ASN logo
ASN Wikibase Occurrence # 154150
Last updated: 28 July 2020
This information is added by users of ASN. Neither ASN nor the Flight Safety Foundation are responsible for the completeness or correctness of this information. If you feel this information is incomplete or incorrect, you can submit corrected information.

Type:Hawker Sea Hawk FGA.4
Owner/operator:806 Sqn FAA RN
Registration: WV848
C/n / msn: AWA6093
Fatalities:Fatalities: 1 / Occupants: 1
Other fatalities:0
Aircraft damage: Written off (damaged beyond repair)
Location:Kingston Gorse, near Rustington, Sussex -   United Kingdom
Phase: En route
Departure airport:RNAS Ford, Arundel, West Sussex
Destination airport:
The Queen's Commendation has been Awarded posthumously to Lieutenant Martin Warren Winfield, R.N., of No. 806 Sqn., F.A.A., who lost his life at Kingston Gorse, Sussex, after his Sea Hawk suffered engine failure. Lt. Winfield, realizing that he would be unable to make an emergency landing at Ford, headed towards the coast. He remained with his aircraft until it had cleared a built-up area and people on the beach, and then ejected at 100 feet. He subsequently died from his injuries.

COMMENDATION POSTHUMOUS to Lieutenant Martin Warren Winfield, Royal Navy, No. 806 R.N. Air Squadron.

Operating from the R.N. Air Station at Ford, near Arundel, 24-years-old Lieutenant Winfield was piloting a Seahawk aircraft in a test flight when his engine failed at 8,600 feet. Realising that he would be unable to make an emergency landing at Ford, he directed his aircraft to the coast with the intention of baling out over the sea. He lost height rapidly, passed over a built-up area on the coast and crashed into the sea five hundred yards from shore at Kingston Gorse, Rustington. He operated his ejector seat at one hundred feet when he had cleared the built-up area and holiday makers on the beach, and subsequently died from his injuries.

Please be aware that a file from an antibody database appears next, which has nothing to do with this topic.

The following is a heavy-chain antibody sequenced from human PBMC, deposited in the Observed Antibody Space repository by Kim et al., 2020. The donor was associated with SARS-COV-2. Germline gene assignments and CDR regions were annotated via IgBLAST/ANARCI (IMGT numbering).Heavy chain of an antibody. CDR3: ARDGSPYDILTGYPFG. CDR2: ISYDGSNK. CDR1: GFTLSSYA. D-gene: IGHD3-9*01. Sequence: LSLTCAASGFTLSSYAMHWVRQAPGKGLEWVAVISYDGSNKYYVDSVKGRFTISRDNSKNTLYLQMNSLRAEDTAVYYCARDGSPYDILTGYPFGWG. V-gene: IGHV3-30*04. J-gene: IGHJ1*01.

It is considered that Lieutenant Winfield, whose home was at Beckington, near Bath, remained in his aircraft and delayed his ejection until he was certain that heavy loss of life and damage to property had been avoided and in so doing sacrificed his life.

It is relevant to recall the statement of the Coroner at the inquest on Lieutenant Winfield: " I am certain that had he chosen to operate the ejector seat earlier, he could have saved himself. That might have meant a calamity in the Kingston Gorse neighbourhood. To avoid the possibility of it, he sacrificed himself for those people and died gallantly and in the best and highest traditions of the Service to which he belonged."


1. FLIGHT 30th December 1955 p. 983
2. Littlehampton Gazette - Friday 2 September 1955 (Report of inquest into death of pilot)
3. Northern Whig - Tuesday 30 August 1955
6. National Archives (PRO Kew) File ADM 1/31090:

Revision history:

17-Mar-2013 01:45 Dr. John Smith Added
08-May-2013 17:06 Nepa Updated [Operator]
29-Sep-2013 18:21 Dr. John Smith Updated [Date, Registration, Cn, Source]
07-Feb-2020 21:47 Dr. John Smith Updated [Date, Time, Location, Departure airport, Source, Damage]

Corrections or additions? ... Edit this accident description